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Sunday, April 18, 2021

‘Blatant Religious Discrimination’: Federal Court Takes Univ. of Iowa to School for Canceling Christian Club

A federal appeals court ruled Monday that University of Iowa officials who kicked a Christian student club off campus because of its faith can be held personally accountable for their actions.

Business Leaders in Christ, or BLinC, a student group at the school, said the university targeted them for requiring student leaders to affirm the Christian faith.

The university claimed this was a violation of its nondiscrimination policy, even though it allowed other religious groups to select faith-compliant leaders and openly encouraged other groups—like fraternities and sororities—to select leaders based on certain characteristics covered by the nondiscrimination policy.

The U.S. Court of Appeals for the Eighth Circuit ruled in favor of the BLinC, recognizing the selective enforcement of the school’s policy violated the First Amendment. 

“The law is clear: state organizations may not target religious groups for differential treatment or withhold an otherwise available benefit solely because they are religious. That is what happened here. The individual defendants may pick their poison: they are either plainly incompetent or they knowingly violated the Constitution. Either way, they should not get qualified immunity,” Judge Jonathan A. Kobes wrote.

“BLinC takes good students and makes them better by strengthening their resolve to remain true to their moral compass in the cutthroat business world,” said Eric Baxter, vice president and senior counsel at Becket, the religious rights group that represented BLinC in the case. 

“Any wise university would be thrilled to have them on campus, but the University of Iowa tried hounding them off instead. Fortunately, the First Amendment protects their right to remain on campus on the same terms as every other student group,” Baxter continued.

In October 2017, after a student complained about being denied a leadership position in the BLinC, school officials subjected the Christian student group to a lengthy investigation, ultimately demanding the group “revise” its beliefs and strip faith from its leadership criteria. But while BLinC welcomes all students as members, to maintain its religious mission, it seeks leaders who agree with its faith.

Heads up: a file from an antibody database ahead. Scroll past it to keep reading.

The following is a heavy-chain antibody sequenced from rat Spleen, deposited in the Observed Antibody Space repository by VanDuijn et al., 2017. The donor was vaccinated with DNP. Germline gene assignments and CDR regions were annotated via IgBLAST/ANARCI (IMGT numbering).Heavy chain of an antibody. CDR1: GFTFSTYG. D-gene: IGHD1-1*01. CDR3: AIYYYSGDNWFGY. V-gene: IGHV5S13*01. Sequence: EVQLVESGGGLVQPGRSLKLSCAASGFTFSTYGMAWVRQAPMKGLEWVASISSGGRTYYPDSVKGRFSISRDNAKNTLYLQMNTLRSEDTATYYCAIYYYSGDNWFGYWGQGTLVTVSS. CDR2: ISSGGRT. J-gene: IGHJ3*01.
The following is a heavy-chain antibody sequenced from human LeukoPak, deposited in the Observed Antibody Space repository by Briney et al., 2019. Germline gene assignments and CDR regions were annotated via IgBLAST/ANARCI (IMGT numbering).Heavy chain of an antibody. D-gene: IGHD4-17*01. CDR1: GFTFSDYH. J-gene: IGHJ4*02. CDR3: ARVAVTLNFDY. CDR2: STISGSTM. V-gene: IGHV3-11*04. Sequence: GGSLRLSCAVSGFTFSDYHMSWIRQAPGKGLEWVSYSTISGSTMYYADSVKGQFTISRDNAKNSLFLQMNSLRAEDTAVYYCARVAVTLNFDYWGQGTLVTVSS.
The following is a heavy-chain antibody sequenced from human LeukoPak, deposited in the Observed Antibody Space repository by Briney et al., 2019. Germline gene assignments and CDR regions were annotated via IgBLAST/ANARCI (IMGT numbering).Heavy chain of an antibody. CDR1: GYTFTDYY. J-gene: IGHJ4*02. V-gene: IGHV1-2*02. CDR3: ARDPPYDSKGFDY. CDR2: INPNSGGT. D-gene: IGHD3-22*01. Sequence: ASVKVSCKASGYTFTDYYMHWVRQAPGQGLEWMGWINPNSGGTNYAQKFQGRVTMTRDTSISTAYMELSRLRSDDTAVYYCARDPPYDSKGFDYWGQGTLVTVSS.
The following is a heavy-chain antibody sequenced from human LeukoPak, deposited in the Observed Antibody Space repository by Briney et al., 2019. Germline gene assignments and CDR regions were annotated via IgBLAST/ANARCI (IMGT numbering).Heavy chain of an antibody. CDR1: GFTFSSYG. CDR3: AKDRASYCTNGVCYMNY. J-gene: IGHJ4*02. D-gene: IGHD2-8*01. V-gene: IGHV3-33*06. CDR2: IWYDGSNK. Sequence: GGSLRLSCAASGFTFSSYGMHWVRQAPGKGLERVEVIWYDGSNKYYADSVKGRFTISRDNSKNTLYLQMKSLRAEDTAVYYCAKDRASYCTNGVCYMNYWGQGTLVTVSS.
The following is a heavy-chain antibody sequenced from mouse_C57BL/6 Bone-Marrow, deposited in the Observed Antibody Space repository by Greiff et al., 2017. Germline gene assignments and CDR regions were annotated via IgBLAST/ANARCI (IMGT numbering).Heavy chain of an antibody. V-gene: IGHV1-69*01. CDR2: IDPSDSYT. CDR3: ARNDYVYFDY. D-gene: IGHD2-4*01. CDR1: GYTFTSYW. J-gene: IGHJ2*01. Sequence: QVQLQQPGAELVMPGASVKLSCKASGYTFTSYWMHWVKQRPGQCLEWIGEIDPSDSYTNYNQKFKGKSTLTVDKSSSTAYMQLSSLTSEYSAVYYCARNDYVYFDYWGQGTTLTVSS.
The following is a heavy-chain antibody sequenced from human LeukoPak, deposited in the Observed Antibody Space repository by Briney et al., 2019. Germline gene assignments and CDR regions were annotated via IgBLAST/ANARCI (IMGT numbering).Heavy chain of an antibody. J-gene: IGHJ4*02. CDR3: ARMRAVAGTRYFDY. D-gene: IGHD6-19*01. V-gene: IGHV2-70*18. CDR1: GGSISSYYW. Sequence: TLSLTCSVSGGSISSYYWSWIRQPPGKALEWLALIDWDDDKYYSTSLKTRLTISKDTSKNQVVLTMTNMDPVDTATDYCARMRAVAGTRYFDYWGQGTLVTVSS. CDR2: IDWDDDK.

And while other campus clubs were allowed to set their own criteria for leaders, the school removed BLinC from campus for doing the same thing, telling them their leadership selection was discriminatory. 

Even after a federal judge warned the university about its double standards, university officials reportedly went on a de-registering spree, ultimately kicking other Christian student groups off campus for reserving leadership positions for students who shared their faith. 

At the same time, fraternities and sororities, political groups, and other ideology-based organizations were left untouched, even though they discriminate based on gender or other characteristics protected by the nondiscrimination policy, or—like BLinC—agreement with their underlying mission.

A lower court last year ruled that the school’s discrimination against BLinC was illegal and that the university had to let BLinC back on campus once and for all. The Eighth Circuit’s decision affirms that ruling while holding the individual university officials personally responsible for their discriminatory application of the school’s nondiscrimination policy.

“It’s deeply ironic that school officials tried using the university’s nondiscrimination policy to discriminate against religion,” said Baxter. “They knew this was wrong, yet did it anyway. We’re pleased the court has recognized that such blatant religious discrimination brings personal consequences.”

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